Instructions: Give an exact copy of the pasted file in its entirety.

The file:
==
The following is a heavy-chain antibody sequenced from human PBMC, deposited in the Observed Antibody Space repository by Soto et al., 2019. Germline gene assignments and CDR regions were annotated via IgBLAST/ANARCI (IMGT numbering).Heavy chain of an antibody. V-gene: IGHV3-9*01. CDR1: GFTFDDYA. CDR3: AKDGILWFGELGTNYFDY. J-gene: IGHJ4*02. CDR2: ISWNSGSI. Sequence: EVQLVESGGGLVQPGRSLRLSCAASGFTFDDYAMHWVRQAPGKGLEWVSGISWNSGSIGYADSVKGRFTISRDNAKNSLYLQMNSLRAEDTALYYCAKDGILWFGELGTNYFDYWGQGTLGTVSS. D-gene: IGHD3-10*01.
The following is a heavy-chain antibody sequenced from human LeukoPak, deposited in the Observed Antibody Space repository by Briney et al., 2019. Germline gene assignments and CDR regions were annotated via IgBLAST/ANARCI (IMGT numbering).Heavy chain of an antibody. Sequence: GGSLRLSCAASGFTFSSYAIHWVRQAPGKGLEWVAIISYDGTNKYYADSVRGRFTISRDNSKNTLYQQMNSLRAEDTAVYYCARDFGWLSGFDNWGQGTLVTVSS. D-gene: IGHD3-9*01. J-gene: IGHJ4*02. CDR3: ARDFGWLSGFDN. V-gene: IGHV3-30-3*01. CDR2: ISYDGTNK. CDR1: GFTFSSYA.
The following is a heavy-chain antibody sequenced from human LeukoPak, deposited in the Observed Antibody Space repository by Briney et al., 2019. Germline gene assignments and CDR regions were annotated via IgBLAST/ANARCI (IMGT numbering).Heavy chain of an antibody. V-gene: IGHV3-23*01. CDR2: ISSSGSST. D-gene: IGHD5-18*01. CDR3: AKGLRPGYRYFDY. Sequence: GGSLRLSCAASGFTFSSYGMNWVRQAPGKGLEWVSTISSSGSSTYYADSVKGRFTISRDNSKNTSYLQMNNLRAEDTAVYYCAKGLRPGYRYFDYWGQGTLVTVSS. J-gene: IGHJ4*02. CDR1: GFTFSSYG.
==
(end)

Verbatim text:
The following is a heavy-chain antibody sequenced from human PBMC, deposited in the Observed Antibody Space repository by Soto et al., 2019. Germline gene assignments and CDR regions were annotated via IgBLAST/ANARCI (IMGT numbering).Heavy chain of an antibody. V-gene: IGHV3-9*01. CDR1: GFTFDDYA. CDR3: AKDGILWFGELGTNYFDY. J-gene: IGHJ4*02. CDR2: ISWNSGSI. Sequence: EVQLVESGGGLVQPGRSLRLSCAASGFTFDDYAMHWVRQAPGKGLEWVSGISWNSGSIGYADSVKGRFTISRDNAKNSLYLQMNSLRAEDTALYYCAKDGILWFGELGTNYFDYWGQGTLGTVSS. D-gene: IGHD3-10*01.
The following is a heavy-chain antibody sequenced from human LeukoPak, deposited in the Observed Antibody Space repository by Briney et al., 2019. Germline gene assignments and CDR regions were annotated via IgBLAST/ANARCI (IMGT numbering).Heavy chain of an antibody. Sequence: GGSLRLSCAASGFTFSSYAIHWVRQAPGKGLEWVAIISYDGTNKYYADSVRGRFTISRDNSKNTLYQQMNSLRAEDTAVYYCARDFGWLSGFDNWGQGTLVTVSS. D-gene: IGHD3-9*01. J-gene: IGHJ4*02. CDR3: ARDFGWLSGFDN. V-gene: IGHV3-30-3*01. CDR2: ISYDGTNK. CDR1: GFTFSSYA.
The following is a heavy-chain antibody sequenced from human LeukoPak, deposited in the Observed Antibody Space repository by Briney et al., 2019. Germline gene assignments and CDR regions were annotated via IgBLAST/ANARCI (IMGT numbering).Heavy chain of an antibody. V-gene: IGHV3-23*01. CDR2: ISSSGSST. D-gene: IGHD5-18*01. CDR3: AKGLRPGYRYFDY. Sequence: GGSLRLSCAASGFTFSSYGMNWVRQAPGKGLEWVSTISSSGSSTYYADSVKGRFTISRDNSKNTSYLQMNNLRAEDTAVYYCAKGLRPGYRYFDYWGQGTLVTVSS. J-gene: IGHJ4*02. CDR1: GFTFSSYG.